Many schools in Birmingham serve communities with more than 50% fsm/pupil premium, so 25% proposed in -take is quite modest and would reflect the average for the city as a whole. It will be quite interesting to see how the qualifying score for FSM is managed though, as I doubt many of these pupils will initially receive sufficient tuition, therefore I would speculate that the cut off score would have to be significantly lower than that of the non fsm pupils, to enable KE to reach it's target of 25 pupil premium pupils. On principle, this is a very positive move to address the blatant inequalities in the system and to afford KE the opportunity to genuinely add value to their pupil outcomes.However, further down the line I can foresee some new injustices being created, where fsm candidates are gradually being tutored more and more, motivated by an increased chance of success, and those on low incomes but do who do not qualify, feeling very'shut out' and aggrieved.
Returning to the original question, I doubt this year will be the 'hardest to get in', not withstanding the increased birth rate, as the PAN for non fsm remains the same and , who knows, may even be increased if insufficient numbers of fsm/pupil premium candidates actually meet the 'qualifying' score.

In fact, thinking about it, there will (by default) be a few more more place created for non fsm pupils, as presumably there are always a few fsm pupils which form part of the PAN of 90, but now they will form part of the '25' group instead.


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PostPosted: Tue May 27, 2014 9:06 pm 
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I disagree. The PAN for for non Pupil Premium is not the same for 2015. It is lower. The PAN was increased for 2014 entry. So, for 2015 entry the PAN is lower if the increase is now reserved for pupil premium children. Anyway, the School's adjudicator will rule whether the plan for a two tier score system is lawful. We all have to wait and watch. Nationwide 25% of children are not Pupil Premium qualified.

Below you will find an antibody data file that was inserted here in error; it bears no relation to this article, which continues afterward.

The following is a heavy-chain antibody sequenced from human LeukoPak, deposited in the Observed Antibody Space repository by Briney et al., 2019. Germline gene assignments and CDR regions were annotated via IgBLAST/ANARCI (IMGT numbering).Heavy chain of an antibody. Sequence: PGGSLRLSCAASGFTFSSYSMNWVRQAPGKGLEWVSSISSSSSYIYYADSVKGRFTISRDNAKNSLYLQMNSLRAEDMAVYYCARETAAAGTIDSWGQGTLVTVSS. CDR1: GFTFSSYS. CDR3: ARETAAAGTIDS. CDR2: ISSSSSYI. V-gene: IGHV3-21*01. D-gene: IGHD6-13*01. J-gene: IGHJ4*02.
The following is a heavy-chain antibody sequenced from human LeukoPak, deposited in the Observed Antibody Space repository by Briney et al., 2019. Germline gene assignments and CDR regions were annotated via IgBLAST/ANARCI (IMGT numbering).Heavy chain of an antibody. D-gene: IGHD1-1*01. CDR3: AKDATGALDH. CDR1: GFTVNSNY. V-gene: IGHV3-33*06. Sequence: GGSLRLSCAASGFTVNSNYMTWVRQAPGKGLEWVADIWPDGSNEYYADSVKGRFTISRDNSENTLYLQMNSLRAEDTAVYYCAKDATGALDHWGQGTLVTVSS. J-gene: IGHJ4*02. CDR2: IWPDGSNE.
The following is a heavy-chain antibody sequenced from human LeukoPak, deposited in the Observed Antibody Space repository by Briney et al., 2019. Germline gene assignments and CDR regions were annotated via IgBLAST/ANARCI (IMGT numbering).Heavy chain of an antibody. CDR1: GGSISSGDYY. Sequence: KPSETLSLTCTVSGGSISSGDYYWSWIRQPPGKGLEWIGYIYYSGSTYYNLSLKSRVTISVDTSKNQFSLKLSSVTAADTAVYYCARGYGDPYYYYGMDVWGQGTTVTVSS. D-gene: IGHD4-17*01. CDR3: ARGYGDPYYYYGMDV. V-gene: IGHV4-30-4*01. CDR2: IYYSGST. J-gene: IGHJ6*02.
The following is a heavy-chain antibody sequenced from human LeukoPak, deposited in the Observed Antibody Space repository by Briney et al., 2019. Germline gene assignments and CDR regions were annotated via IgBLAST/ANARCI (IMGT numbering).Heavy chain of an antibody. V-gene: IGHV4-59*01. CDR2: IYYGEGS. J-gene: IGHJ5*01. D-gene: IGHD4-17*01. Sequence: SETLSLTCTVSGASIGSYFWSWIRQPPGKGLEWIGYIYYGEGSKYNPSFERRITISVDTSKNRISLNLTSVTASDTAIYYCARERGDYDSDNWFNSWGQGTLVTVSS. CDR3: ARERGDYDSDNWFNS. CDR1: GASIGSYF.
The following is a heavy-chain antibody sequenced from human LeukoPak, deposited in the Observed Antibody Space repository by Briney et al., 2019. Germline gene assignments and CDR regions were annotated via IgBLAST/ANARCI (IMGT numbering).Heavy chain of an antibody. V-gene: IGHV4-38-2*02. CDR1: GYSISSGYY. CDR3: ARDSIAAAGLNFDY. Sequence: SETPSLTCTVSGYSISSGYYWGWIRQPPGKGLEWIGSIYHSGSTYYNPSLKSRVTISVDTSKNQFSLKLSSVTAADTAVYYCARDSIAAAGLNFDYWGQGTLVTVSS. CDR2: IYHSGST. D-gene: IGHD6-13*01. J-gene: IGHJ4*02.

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PostPosted: Tue May 27, 2014 9:13 pm 
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Thanks all. Kenyancowgirl, I see your point about spotting more people when you are interested, but I guess I do have some facts, while of course they are on a small scale.

Two years ago, from my DS's school, two children visited the tuition centre, while other children received tuition from independent tutors. This year, I personally know 5 children visiting the centre from the same school, while another four are doing the online tests, while other children are being tutored. I don't know everyone's business, but I think that a lot more people don't want to miss out.

The tutoring culture is rife, so I wish the exam was really tutor proof. With an increase in 'tutor-savvy' parents, surely chances to gain a place diminish.

I would hope that schools and altruistic tutors support FSM children to help them get in, as it reflects well on the school or tutors. I hear there are tutors already that help children who can't afford tuition (whether that is true or not I am sure.)

Another thought, will some parents see the benefit of having a child on FSM while they are between jobs for instance to provide an 'advantage'. Is the initiative open to exploitation?


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PostPosted: Tue May 27, 2014 9:55 pm 
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gideon wrote:
I disagree. The PAN for for non Pupil Premium is not the same for 2015. It is lower. The PAN was increased for 2014 entry. So, for 2015 entry the PAN is lower if the increase is now reserved for pupil premium children. Anyway, the School's adjudicator will rule whether the plan for a two tier score system is lawful. We all have to wait and watch. Nationwide 25% of children are not Pupil Premium qualified.


Can we take it that you have reported KE to the Schools' Adjudicator then Gideon? Do keep us posted.


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PostPosted: Tue May 27, 2014 10:14 pm 
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To go back to the original question. As was stated by various people in the run up to March this year the factor which increases cut off scores most is the number of children sitting the test. Simple supply and demand. The places this year are largely unchanged (I have retired from the spurious FSM debate) so if say 1000 more children sat than last year it would indeed be a hard year to get in. Wait until after September and I am sure there will again be a fascinating debate. People last year used mathematical calculation to predict initial cut off scores and some were very accurate. Good luck happy robot and try not to worry too much.